If you haven’t gotten your early crop of peas in the ground then you best get outside today and starting working. It is imperative to get them sown as soon as possible in order to have a successful crop and free up space for something else later in the season.

The average last killing frost in the mountain region of Virginia is around the middle of May. Obviously the further you travel East the earlier that average is. For example in the Tidewater area of Virginia the average last killing frost is about this time of April. Unfortunately that means that we also have an earlier average first killing frost than anywhere else in Virginia. This leaves the mountain region of Virginia with about an average 165 day frost free growing season.

However, in no way does this mean you can’t have the same success or more success than your relatives in Central and Eastern Virginia. We just have to take advantage of crops that can survive in cooler weather and reach maturity quicker. Timing is everything and for many crops that you will want to grow there is a small window of opportunity to get them in the ground in hopes of a successful yield.

Peas are one of many crops that can really fit into your crop rotation. They are a perfect early Spring crop that can survive a frost and reach maturity in time to plant a different heat loving crop.

Most people construct trellises or put in stakes to allow their peas to climb. However, I prefer to just let my pea plants run wild and bushy. It saves me extra effort and money. I also feel that the peas are better shaded from the sun this way if you aren’t growing them in the shade of a taller crop, such as corn. Another interesting alternative and space saving technique is to grow peas around the border of your garden if you have some sort of fence intact. This method allows you to grow peas where otherwise you would not have anything growing.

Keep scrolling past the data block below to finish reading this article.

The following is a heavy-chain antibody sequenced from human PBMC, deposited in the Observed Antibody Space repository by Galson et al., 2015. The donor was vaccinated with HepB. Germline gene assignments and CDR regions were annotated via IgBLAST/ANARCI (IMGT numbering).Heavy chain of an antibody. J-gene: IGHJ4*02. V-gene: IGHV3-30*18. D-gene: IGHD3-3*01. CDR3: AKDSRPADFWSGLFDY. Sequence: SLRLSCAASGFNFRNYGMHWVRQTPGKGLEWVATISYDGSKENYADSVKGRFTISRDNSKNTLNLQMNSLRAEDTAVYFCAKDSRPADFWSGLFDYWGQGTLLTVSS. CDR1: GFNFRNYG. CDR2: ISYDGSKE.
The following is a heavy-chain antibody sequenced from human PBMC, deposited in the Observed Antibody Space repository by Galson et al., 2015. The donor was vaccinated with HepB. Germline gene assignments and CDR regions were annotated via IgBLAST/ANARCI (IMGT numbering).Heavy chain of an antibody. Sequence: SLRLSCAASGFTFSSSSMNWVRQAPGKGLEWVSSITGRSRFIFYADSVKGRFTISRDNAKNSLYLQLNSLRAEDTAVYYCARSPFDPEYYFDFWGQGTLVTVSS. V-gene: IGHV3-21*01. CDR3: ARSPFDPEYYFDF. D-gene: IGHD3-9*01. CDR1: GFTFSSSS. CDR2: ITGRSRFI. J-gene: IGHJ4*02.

Peas do not grow well in the hot weather or in direct sunlight so it is very important to not only plant them as early as possible, but to have some sort of shade.

Peas are also a legume, which means that they fixate nitrogen. In English this basically means that peas provide themselves with nitrogen and do not require a fertilizer source of nitrogen. Providing extra nitrogen would just make plants have a lot more growth and less actual peas. Not only do they provide themselves with nitrogen, but they leave nitrogen in the soil for following crops.

Peas do like a slightly acidic well drained sandy loam. A sandy loam allows for the soil to heat up quicker, which enables better germination. Like any crop the soil should contain plenty of organic matter, which will also help retain enough moisture in a sandy loam.

Pea plants are delicate and really should not be bothered until time for harvest. They are very susceptible to fungus diseases, which are best avoided by rotating where you plant your pea crop each year and growing the newest resistant varieties.

Everybody loves to turn under their pea plants at the end of the growing season, because of how rich in nitrogen they are. However it is vital that you don’t turn a crop under if there is any reason to believe the crop may have been infected.

Just like there is a small window of opportunity when planting peas there is also a short period when peas must be picked from the vine. Just like sweet corn if you let peas stay on the vine to long the sugar will turn to starch and the sweetness will no longer be there. It is also very important to pick peas right before you are going to cook them or the same thing will happen. The only way to avoid this is to freeze peas immediately. Freezing preserves the sweetness by not allowing the sugar to turn to starch.

Although peas can be very delicate plants they can be a great addition to the garden, where a shorter than normal growing season is the norm, and of course the supper table!

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